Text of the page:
David Strat­ton

The Weekend Australian - Review - - Film Reviews -

When you’ve seen as many movies as I have, you don’t of­ten come across one that af­fords gen­uine sur­prises, yet the Bri­tish Ghost Sto­ries not only con­tains quite a few un­ex­pected el­e­ments, but also suc­ceeds in a tri­umphant, although de­cid­edly low-key, fash­ion in the sus­pense depart­ment.

Also a sur­prise is the fact that this very cin­e­matic movie has its ori­gins on the stage; it’s an adap­ta­tion of a play by Jeremy Dyson and Andy Ny­man, who also wrote and di­rected the film, with Ny­man cast in the lead­ing role as pro­fes­sional scep­tic Philip Good­man, who — af­ter be­ing raised by his strict Jewish fa­ther — has be­come a prom­i­nent de­bunker of phony medi­ums in a TV show ti­tled Psy­chic Cheats.

Af­ter the open­ing scenes es­tab­lish Good­man’s back­ground and cre­den­tials, Ghost Sto­ries as­sumes the struc­ture of the on­ce­pop­u­lar port­man­teau hor­ror film, of which the cel­e­brated Eal­ing clas­sic, Dead of Night (1945), is the most fa­mous ex­am­ple.

Good­man re­ceives a mes­sage from Charles Cameron (Leonard Byrne), an­other well­known scep­tic, who has been miss­ing for a con­sid­er­able time. At their meet­ing, Cameron tells Good­man he has re­cently en­coun­tered three in­stances of psy­chic phe­nom­ena that might, in fact, be true — and he begs Good­man to in­ves­ti­gate.

The first in­volves a night­watch­man (Paul White­house) who has ter­ri­fy­ing ex­pe­ri­ences in the derelict for­mer in­sane asy­lum he’s been hired to guard. Then there’s Si­mon (Alex Lawther), a teenager who is driv­ing his fa­ther’s car at night through a for­est when he breaks down — and has a chilling en­counter with Some­thing Wicked. Fi­nally there’s the case of Prid­dle (Martin Free­man), a busi­ness­man who has built a grand house on the Scot­tish moors — a house where some­thing hor­ri­ble hap­pened the night his wife gave birth.

These sto­ries are chilling enough, but the fram­ing story also con­tains more than its share of twists and turns and a fi­nal rev­e­la­tion that was, for me, com­pletely un­ex­pected.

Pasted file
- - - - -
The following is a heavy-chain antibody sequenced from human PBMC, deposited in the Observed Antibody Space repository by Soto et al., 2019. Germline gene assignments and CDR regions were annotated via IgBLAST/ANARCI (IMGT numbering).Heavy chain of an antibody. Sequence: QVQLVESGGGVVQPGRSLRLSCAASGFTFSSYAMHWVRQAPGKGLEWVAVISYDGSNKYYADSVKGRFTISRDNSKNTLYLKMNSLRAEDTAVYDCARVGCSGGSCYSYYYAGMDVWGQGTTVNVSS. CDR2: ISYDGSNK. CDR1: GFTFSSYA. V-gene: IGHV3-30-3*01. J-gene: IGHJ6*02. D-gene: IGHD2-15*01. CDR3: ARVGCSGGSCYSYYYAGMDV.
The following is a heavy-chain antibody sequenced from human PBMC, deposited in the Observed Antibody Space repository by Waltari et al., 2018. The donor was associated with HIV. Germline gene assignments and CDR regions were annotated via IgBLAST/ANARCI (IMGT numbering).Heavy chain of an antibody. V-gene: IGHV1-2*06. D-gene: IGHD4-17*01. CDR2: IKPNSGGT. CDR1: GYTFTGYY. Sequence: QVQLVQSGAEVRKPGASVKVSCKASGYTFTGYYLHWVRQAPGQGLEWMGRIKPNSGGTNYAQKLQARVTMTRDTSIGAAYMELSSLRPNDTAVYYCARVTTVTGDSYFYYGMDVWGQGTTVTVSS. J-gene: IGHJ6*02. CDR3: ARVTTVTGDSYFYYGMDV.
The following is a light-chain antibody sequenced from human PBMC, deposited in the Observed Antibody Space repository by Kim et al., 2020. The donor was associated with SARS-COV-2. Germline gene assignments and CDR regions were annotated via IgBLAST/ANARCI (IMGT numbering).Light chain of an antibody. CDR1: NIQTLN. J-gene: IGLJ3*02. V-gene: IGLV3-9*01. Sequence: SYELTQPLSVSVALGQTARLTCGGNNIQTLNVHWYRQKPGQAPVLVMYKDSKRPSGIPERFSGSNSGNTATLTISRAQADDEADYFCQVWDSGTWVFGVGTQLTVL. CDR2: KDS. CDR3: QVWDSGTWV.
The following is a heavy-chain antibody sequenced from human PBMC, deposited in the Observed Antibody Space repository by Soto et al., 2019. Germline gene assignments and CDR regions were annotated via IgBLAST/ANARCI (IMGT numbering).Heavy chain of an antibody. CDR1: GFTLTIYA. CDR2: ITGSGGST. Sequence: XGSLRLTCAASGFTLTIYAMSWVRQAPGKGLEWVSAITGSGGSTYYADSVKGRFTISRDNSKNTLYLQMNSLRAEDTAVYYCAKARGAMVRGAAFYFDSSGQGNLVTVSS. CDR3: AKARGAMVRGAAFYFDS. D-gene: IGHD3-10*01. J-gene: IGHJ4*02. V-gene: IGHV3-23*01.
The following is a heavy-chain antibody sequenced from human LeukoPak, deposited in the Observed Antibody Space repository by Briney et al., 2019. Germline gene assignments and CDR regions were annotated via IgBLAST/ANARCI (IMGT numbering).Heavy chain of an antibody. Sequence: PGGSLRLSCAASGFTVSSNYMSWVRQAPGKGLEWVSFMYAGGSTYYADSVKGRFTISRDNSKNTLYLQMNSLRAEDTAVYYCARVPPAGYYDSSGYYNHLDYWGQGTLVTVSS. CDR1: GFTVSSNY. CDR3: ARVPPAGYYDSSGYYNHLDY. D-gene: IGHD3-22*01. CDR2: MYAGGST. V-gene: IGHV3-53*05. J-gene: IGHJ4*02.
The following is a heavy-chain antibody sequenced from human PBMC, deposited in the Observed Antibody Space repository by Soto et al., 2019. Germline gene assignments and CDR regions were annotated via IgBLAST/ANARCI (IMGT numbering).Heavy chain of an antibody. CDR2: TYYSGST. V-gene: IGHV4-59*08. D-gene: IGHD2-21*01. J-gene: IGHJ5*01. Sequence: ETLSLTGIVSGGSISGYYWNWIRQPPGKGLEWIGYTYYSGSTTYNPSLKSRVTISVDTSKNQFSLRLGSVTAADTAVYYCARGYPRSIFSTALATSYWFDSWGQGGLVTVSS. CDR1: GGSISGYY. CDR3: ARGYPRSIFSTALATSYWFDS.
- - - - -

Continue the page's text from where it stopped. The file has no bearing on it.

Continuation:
Ghost Sto­ries may not ap­peal to a younger gen­er­a­tion of film­go­ers who like their hor­ror to be un­sub­tle and noisy. This is a low-tech af­fair, and all the more in­ter­est­ing for it. You never know quite where it’s go­ing, but it doesn’t let up for a mo­ment. All the cast mem­bers are ex­cel­lent, with Ny­man par­tic­u­larly good as the trou­bled Good­man. One Less God and Book Week are two mod­estly bud­geted Aus­tralian films that have one thing in com­mon — they were both filmed prin- Ghost Sto­ries (M) Limited na­tional re­lease One Less God (MA15+) Limited stag­gered re­lease Book Week (Un­clas­si­fied) Limited re­lease Ryuichi Sakamoto: Coda (PG) Limited re­lease cipally in the Blue Moun­tains of NSW. Oth­er­wise they couldn’t be more dif­fer­ent. One Less God is the shock­ing story of the rad­i­cal Mus­lim ter­ror­ist at­tack on the Taj Ma­hal Ho­tel in Mum­bai in 2008, when 166 peo­ple were killed, while Book Week is a com­edy about the misadventures of a school­teacher who is hop­ing to get his book pub­lished.

Of the two, the for­mer is man­i­festly more am­bi­tious. There has al­ready been an ex­cel­lent French film about those hor­rific events in Mum­bai ( Taj Ma­hal, Ni­co­las Saada, 2015) and we’re soon to see Ho­tel Mum­bai, first-time Aus­tralian di­rec­tor An­thony Maras’s take on the at­tack, which will en­joy far wider dis­trib-

Martin Free­man in left; a scene from be­low

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